From the Loretta Claiborne to Sport England board member Kate Bosomworth, the 4th International Conference of Sports for Women in Abu Dhabi brought some of the most inspirational female athletes from all around the world under one roof.
Once again, the conference allowed the female youth of the region to interact with some of the leading sports figures in the world.
Retired American figure skater Michelle Kwan feels that the event was an important platform to underline the merits of participation, as opposed to just churning out world champions.
Here, we take a visual look look at the conference in the UAE capital.
الأخت مادونا بودر حاملة الرقم القياسي الأكبر سناً في سباقات الرجل الحديدي، أحد الذين ألهموا الحضور في المؤتمر الدولي لرياضة المرأة 2017 @noonsport.ae #المؤتمر_الدولي_لرياضة_المرأة_2017 #في_أبوظبي #إلهام_الأجيال #ICSW2017 @ICSW_AD @ADFBMA #كوني_رياضية #نحبك__رياضية. #الامارات #sistermadonabuder #InspiringGenerations
Allyson Felix believes American team-mate Justin Gatlin, who has twice been banned for doping, shouldn't have been singled out for jeers by London crowds at last summer's World Championships.
The 35-year-old famously won gold in the 100m final, stealing the limelight from Usain Bolt, who came home in third, in his last-ever individual race.
After victory back in August, Gatlin beared the brunt of boos from spectators and received plenty of critics on social media - this, coming seven years after his second ban from the sport.
He also endured a frosty reception when being awarded his medals, having also took home silver in the 4x100m relay.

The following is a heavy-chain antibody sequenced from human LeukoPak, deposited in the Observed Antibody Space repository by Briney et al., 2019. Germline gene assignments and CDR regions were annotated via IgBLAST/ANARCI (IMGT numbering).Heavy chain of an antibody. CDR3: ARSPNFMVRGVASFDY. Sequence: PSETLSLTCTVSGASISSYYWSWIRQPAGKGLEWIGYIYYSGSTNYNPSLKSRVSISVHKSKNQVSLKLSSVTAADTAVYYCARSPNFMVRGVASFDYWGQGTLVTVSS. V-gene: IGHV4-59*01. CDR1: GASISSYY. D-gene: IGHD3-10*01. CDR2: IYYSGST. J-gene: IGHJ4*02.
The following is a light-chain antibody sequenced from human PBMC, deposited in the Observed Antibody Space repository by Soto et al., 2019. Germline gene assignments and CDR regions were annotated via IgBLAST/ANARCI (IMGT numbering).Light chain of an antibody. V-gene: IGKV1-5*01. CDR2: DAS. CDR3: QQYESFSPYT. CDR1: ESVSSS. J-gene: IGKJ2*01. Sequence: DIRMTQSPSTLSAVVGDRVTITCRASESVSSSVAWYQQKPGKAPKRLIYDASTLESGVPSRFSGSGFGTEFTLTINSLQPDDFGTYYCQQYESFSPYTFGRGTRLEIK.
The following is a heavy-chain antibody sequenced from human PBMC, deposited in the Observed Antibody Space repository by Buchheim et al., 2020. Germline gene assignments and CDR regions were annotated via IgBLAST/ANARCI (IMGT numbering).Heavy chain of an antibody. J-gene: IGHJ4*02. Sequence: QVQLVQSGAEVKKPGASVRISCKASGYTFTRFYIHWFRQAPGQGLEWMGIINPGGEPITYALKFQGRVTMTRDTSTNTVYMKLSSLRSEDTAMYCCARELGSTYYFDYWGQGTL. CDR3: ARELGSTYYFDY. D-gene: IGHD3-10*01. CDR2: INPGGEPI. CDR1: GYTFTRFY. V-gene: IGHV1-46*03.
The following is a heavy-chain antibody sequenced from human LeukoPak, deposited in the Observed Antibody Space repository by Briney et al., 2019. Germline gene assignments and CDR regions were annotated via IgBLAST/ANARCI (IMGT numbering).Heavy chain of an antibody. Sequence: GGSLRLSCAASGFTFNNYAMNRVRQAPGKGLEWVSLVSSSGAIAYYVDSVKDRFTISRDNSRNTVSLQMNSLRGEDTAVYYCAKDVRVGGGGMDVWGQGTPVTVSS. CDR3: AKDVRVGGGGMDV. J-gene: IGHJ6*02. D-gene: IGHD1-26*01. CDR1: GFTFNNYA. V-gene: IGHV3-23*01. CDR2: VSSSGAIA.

Speaking to Sport360° in Abu Dhabi, London 2012 Olympic 200m champion Felix, who is a participant in the US Anti-Doping Agency's "Project Believe" program, said: "I do think it's difficult, I think it's unfair because there's a lot of people who participated in those Games who had sanctions and weren't booed."
Runners of all ages, abilities and nationalities are already signing up for the 2018 Standard Chartered Dubai Marathon – the Middle East’s biggest mass participation sporting event – as they prepare for a place on the start line of the Marathon, the 10km and the 4km Fun Run on Friday, January 26.
Registration for the event is done through the event’s website – www.dubaimarathon.org – and the three runs are already filling up with competitors from home and abroad.
Among the more than 30,000 runners that will line up across the three events will be groups of runners representing many companies and government bodies. It’s a category actively encouraged by the event organisers.
Since the Dubai Marathon launched group entries, the biggest participant in terms of runner numbers has been Dubai Holding, which has again thrown its support behind the event.
As well as tens of thousands of everyday runners and part-time athletes who make up the majority of the fields, the Standard Chartered Dubai Marathon will again feature the elite athletes whose very presence and world-class finishing times have helped establish the race as one of the best in athletics.
Following Tamirat Tola’s new course record win in January this year, the average of the top ten times in the history of the Dubai Marathon is 2h:04m:36s making it the third-fastest in Marathon history behind only Berlin and London, while it is the second fastest Marathon in the world based on the average of the top ten results since 2010.
In the women’s race, the Dubai Marathon is the only Marathon in history to have three runners break a time of 2h:20m in the same race (2012).
In addition to Standard Chartered as title sponsor, the Dubai Marathon is supported by the Dubai Sports Council, adidas, Dubai Eye 103.8FM, Sport 360, Masafi Natural Water, Dubai Holding, Dubai Police and the RTA.